Written in Bones by Sue Black

Q: What’s the last book you finished?
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Written in Bone
Sue Black
#arcreview
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This book discusses different case studies and court cases that were decided on the findings of the bones that the forensic anthropologist did their studies on.

I have always been fascinated with forensic anthropology and discovering what happened and where they have been. But in reading these stories I realized that I think I was right not to choose it as a career. CW: There are many stories about children, babies and fetuses. And there is a history of unwanted babies but I imagine the baby as they are alive and it pulls my heart out through my toes. I find it would be hard to separate myself from the facts.

The studies discussed were from recent times as well as from centuries ago. Even one about the real Fraser clan from Outlander. It is so amazing that bones from so long ago can still tell their stories and give information on diet, patterns of behavior, etc.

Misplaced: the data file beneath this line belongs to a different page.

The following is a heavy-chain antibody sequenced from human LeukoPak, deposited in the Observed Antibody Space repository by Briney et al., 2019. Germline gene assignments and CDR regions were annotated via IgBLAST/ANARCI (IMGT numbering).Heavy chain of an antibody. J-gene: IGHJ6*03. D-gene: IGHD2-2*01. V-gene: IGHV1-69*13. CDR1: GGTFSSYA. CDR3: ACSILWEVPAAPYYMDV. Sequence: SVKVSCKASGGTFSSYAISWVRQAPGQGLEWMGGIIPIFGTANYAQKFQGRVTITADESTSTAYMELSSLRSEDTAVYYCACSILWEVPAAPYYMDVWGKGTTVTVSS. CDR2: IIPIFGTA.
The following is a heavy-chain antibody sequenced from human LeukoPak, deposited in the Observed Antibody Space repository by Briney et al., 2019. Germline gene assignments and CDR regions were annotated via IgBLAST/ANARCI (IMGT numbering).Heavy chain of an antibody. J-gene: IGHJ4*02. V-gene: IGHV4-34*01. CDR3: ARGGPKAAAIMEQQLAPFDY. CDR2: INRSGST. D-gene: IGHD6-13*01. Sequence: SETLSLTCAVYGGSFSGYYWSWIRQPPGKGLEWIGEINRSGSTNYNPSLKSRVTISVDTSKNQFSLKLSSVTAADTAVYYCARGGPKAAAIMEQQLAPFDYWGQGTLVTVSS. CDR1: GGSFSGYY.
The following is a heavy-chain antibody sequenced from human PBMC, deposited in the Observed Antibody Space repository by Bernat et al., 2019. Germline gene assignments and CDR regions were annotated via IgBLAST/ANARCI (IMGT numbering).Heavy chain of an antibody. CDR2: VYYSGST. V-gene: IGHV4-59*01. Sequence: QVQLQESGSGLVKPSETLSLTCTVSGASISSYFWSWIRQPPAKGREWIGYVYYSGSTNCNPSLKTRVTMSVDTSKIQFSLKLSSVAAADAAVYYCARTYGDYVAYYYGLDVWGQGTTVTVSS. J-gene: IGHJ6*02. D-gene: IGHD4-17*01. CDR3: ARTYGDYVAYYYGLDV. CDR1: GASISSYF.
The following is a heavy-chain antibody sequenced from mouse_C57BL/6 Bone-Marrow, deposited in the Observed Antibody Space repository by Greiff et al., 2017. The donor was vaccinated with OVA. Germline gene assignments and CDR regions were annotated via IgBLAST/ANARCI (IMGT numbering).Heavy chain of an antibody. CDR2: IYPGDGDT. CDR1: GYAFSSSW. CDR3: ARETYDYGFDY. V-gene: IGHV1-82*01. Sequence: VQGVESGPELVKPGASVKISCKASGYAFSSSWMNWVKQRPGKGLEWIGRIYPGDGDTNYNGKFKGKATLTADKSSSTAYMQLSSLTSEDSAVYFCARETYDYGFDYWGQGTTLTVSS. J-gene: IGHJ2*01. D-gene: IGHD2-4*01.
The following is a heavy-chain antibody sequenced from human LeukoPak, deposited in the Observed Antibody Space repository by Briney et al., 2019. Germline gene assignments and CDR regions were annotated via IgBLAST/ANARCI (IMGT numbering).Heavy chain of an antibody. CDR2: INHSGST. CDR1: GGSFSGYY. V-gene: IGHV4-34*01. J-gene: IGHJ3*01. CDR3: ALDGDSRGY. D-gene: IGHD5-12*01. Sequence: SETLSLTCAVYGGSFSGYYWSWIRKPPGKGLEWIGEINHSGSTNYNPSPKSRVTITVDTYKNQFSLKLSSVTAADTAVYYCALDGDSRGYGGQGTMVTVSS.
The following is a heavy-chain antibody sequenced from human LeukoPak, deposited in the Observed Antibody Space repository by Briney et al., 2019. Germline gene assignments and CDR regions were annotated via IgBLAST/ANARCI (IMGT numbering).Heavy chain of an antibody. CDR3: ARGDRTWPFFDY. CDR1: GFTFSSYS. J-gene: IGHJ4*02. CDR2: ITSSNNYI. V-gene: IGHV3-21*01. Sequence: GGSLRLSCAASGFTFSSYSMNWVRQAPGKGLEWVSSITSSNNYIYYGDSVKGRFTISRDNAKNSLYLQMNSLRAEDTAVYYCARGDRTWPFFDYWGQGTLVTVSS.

There is a section that talks about the fascination of hands and missing digits. It reminded me that my Dad would always do the missing finger trick where you would bend one finger on each hand and it looks like they complete each other. He would always tell me the story of his Uncle who lost the top half of his finger and freaked him out when he did that trick and the finger didn’t come back. He was a Carpenter if I remember correctly.

Also, the disembodied feet, crazy!! Who knew! They are like there own ecosystem, Em from ATWWD would hate this.

Note: Reading for my true crime prompt for #playbookers

Thank you net galley and skyhorse pub for the e-ARC for my honest and voluntary review.

Synopsis:

Our bones are the silent witnesses to the lives we lead. Our stories are marbled into their marrow.

Drawing upon her years of research and a wealth of remarkable experience, the world-renowned forensic anthropologist Professor Dame Sue Black takes us on a journey of revelation. From skull to feet, via the face, spine, chest, arms, hands, pelvis and legs, she shows that each part of us has a tale to tell. What we eat, where we go, everything we do leaves a trace, a message that waits patiently for months, years, sometimes centuries, until a forensic anthropologist is called upon to decipher it.

Some of this information is easily understood, some holds its secrets tight and needs scientific cajoling to be released. But by carefully piecing together the evidence, the facts of a life can be rebuilt. Limb by limb, case by case – some criminal, some historical, some unaccountably bizarre – Sue Black reconstructs with intimate sensitivity and compassion the hidden stories in what we leave behind.

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